Lucker Hall, Northumberland
Lucker will provide an excellent base from which to explore the Northumberland coast.

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Budle Bay
Berwick-upon-Tweed, Northumberland Coast

Details for Budle Bay

Budle Bay forms part of the stunning Northumbria Heritage Coast and is steeped in history. Prior to the formation of the mudflats, Budle was once a busy port with a thriving working harbour, transporting burned lime' from the nearby lime kilns, the remains of which can still be found.

From Budle Point the bay sweeps back to an area of grassy dunes, and makes a perfect area for birdwatchers and wildlife lovers to sit and observe the comings and goings of its resident species. Budle Bay is a designated Area of Outstanding Natural Beauty.

Miles of mudflats and grassy dunes form the backdrop of the bay at low tide, and become home to an abundant array of migrating sea birds, grey seals and wildlife. Nearby there is Lindisfarne Nature Reserve, another important bird watching area. In the winter time the mud flats are filled with thousands of wading birds and wild fowl as they come seeking refuge in the sheltered bay.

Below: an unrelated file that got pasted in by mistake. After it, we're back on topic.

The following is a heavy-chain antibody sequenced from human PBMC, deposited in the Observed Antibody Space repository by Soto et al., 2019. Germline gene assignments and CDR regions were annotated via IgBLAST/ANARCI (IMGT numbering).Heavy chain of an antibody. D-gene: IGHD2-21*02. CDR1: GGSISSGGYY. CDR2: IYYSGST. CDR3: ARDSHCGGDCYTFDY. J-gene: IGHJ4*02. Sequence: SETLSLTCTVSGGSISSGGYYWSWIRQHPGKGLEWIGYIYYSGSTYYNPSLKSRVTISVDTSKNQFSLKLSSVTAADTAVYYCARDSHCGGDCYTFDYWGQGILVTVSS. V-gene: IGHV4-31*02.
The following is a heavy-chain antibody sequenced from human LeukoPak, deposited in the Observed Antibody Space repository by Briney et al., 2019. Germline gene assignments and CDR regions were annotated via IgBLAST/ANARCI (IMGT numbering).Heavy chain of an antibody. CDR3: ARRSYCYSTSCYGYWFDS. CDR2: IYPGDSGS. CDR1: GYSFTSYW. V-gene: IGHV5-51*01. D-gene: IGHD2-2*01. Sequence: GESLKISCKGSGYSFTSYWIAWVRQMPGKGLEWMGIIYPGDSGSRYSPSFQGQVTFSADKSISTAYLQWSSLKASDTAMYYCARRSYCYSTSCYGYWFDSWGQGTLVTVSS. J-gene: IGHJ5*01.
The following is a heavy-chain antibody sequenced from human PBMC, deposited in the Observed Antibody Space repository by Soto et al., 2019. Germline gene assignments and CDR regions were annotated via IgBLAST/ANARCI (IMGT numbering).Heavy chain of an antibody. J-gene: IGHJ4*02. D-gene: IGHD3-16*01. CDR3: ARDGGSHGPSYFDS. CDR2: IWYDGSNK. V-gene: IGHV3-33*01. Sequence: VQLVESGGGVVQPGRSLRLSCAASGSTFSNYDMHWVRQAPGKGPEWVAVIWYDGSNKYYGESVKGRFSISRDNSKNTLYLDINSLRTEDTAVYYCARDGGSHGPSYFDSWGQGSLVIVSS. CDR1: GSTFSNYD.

The sandy beaches are embellished by amazing rock formations which appear out of the waters at low tide and form a breathtaking foreground out to the sea and Holy Island beyond. A gentle circular walk leads from the beach at Budle to the beach and castle at adjoining Bamburgh, returning via the road back into the village. Very popular with walkers to the area, this 5 mile long coastal trail offers stunning views on all sides.

Water sports are a favourite pastime along the coast and Budle Bay offers perfect conditions for kite surfing, wind surfing and jet ski-ing. The wide sandy bay and shallow tidal waters attract surfers of all levels. To protect the natural wildlife which migrates here to breed, kite surfing is only allowed between April and the end of October.

There are a number of hotels and camping sites in...

 

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